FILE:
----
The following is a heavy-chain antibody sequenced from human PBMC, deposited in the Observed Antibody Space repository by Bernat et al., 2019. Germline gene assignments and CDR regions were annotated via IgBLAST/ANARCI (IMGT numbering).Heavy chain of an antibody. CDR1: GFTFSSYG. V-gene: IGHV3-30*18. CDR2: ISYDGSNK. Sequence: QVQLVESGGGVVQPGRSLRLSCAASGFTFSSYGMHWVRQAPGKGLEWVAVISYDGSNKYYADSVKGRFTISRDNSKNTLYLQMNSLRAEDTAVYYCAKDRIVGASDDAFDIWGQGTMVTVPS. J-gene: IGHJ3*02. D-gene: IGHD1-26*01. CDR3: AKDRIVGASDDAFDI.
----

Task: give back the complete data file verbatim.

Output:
The following is a heavy-chain antibody sequenced from human PBMC, deposited in the Observed Antibody Space repository by Bernat et al., 2019. Germline gene assignments and CDR regions were annotated via IgBLAST/ANARCI (IMGT numbering).Heavy chain of an antibody. CDR1: GFTFSSYG. V-gene: IGHV3-30*18. CDR2: ISYDGSNK. Sequence: QVQLVESGGGVVQPGRSLRLSCAASGFTFSSYGMHWVRQAPGKGLEWVAVISYDGSNKYYADSVKGRFTISRDNSKNTLYLQMNSLRAEDTAVYYCAKDRIVGASDDAFDIWGQGTMVTVPS. J-gene: IGHJ3*02. D-gene: IGHD1-26*01. CDR3: AKDRIVGASDDAFDI.